Some funds, such as hedge funds, do not unregister their shares with the SEC. This means they are not subject to the same regulatory standards that apply to mutual funds and other funds registered with the SEC.


An annuity is a contract between you and an insurance company in which the company promises to make periodic payments to you, starting immediately or at some future time. You buy an annuity either with a single payment or a series of payments called premiums.

Some annuity contracts provide a way to save for retirement. Others can turn your savings into a stream of retirement income. Still others do both. If you use an annuity as a savings vehicle and the insurance company delays your pay-out to the future, you have a deferred annuity. If you use the annuity to create a source of retirement income and your payments start right away, you have an immediate annuity.

The two most common types of annuities are fixed and variable. There is also a hybrid called an indexed annuity, also referred to as an equity-indexed annuity or a fixed-index annuity.

Annuities are often products investors consider when they plan for retirement—so it pays to understand them. They also are often marketed as tax-deferred savings products. Annuities come with a variety of fees and expenses, such as surrender charges, mortality and expense risk charges and administrative fees. Annuities also can have high commissions, reaching seven percent or more.

Saving for College

College funding begins with saving. But how much should you save—and how?

The College Board® reports that the average published tuition and fee price is 40 percent higher in 2015-16 at public four-year institutions than it was in 2005-06, with an average published cost of $9,410 for in-state students. That said, if college tuition and fees were to increase by 5 percent per year, in ten years you can expect to pay over $62,000 over four years at a public college, and considerably higher for four years at a private college.

While college costs continue to rise, the good news is that there are many smart, tax-advantaged ways to save for college. We’ll help you navigate your college savings options, and provide tips and tools to help you make a college education an affordable choice for you or your child.


Retirement Portfolio

Retirement income management is all about making sure your retirement savings provide enough income for your needs, and that you don’t outlive your assets. This starts with setting up and managing a portfolio that’s right for you.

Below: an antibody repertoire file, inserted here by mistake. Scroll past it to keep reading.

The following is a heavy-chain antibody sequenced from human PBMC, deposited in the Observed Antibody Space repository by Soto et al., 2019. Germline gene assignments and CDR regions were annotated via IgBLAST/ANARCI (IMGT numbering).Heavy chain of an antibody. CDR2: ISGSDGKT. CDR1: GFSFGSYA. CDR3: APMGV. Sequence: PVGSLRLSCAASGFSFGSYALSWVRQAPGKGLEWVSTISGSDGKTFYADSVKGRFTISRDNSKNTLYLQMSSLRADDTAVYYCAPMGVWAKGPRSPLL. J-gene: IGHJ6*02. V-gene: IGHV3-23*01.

The amount of money you have when you begin retirement is one of the most important factors in determining how to manage those assets during retirement.

If you have a large enough portfolio, it may generate enough income so that, with prudent spending, you never need to dip into your principal. If that is your situation, a combination of bank products such as CDs and Treasury bonds to preserve your principal, along with dividend-producing stocks and bonds may be the starting point for your investments in retirement.

On the other hand, if you’re like the majority of retirees, you’ll begin retirement with a more modest nest egg that will require you to tap your principal at some point. One important decision is how much to withdraw and from what account(s). Another is how much risk you want to incur, if any, in an attempt to grow your nest egg. You will also want to take into account whether your spouse is still working and how long it will be before he or she retires.

Unfortunately, there are no easy answers or fail-safe ways to manage any investment portfolio. But there are some helpful concepts and general guidelines that can help you decide what is best for you, and also avoid serious mistakes that can jeopardize your financial well-being.

Contact us if you would like a complete breakdown of all types of investment products offered by Hamilton and Jacobs.